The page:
My husband used to work in a manufacturing plant, and often didn't get Christmas off, which would mean we couldn't travel to be with our families. One year when he was scheduled to work Christmas Day, we found out that our friends Carol and Kurt were also without any particular festive plans. Their son was in the military and couldn't come home for the holiday. So we decided to get together, the four of us, to celebrate.
Carol and Kurt came over to our house, bringing food - I seem to recall, among other things, chocolate-covered caramel corn. We decided to watch a movie. Years earlier, another friend had given me a set of 1930s Universal Studios horror movies on DVD, an opening-night present for Theatre Unbound's production of Frankenstein Incarnate. We four Christmas castaways looked through the set and decided on The Invisible Man, with Claude Rains.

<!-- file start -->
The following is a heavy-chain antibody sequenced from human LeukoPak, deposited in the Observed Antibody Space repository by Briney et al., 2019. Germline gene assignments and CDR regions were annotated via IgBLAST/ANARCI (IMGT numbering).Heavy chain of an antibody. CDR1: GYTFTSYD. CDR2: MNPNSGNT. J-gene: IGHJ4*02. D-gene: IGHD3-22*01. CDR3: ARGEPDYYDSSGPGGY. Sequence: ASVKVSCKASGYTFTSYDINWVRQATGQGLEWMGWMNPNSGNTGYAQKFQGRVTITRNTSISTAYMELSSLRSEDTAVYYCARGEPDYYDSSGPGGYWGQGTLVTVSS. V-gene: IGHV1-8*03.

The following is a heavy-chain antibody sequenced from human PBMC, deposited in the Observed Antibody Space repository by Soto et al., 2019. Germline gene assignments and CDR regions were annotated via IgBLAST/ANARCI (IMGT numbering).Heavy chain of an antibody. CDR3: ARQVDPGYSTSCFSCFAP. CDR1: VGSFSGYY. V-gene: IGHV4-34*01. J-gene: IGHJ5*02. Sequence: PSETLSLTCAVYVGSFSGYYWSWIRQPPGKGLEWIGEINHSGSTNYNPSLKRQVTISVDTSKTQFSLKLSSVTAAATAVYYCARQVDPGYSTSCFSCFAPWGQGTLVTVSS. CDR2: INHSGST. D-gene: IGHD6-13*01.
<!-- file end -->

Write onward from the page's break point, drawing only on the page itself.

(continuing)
By some unaccountable alchemy, it turned out to be exactly what we were all in the mood for. I remember all of us being delighted by the tactics used to put out a dragnet for the Invisible Man (no spoilers here. Watch the movie).
I can't imagine anything further from a greeting-card, storybook Christmas, but to this day it's one of my happiest Christmas memories. People sharing what they have, gratefully enjoying each other's company, and making some light in the winter darkness.
Anne Bertram is Dramaturg for Theatre Unbound's A Gertrude Stein Christmas, devised by the ensemble from Stein's play "Turkey and Bones and Eating And We Liked It," premiering at the 2018 Minnesota Fringe. Get your tickets now!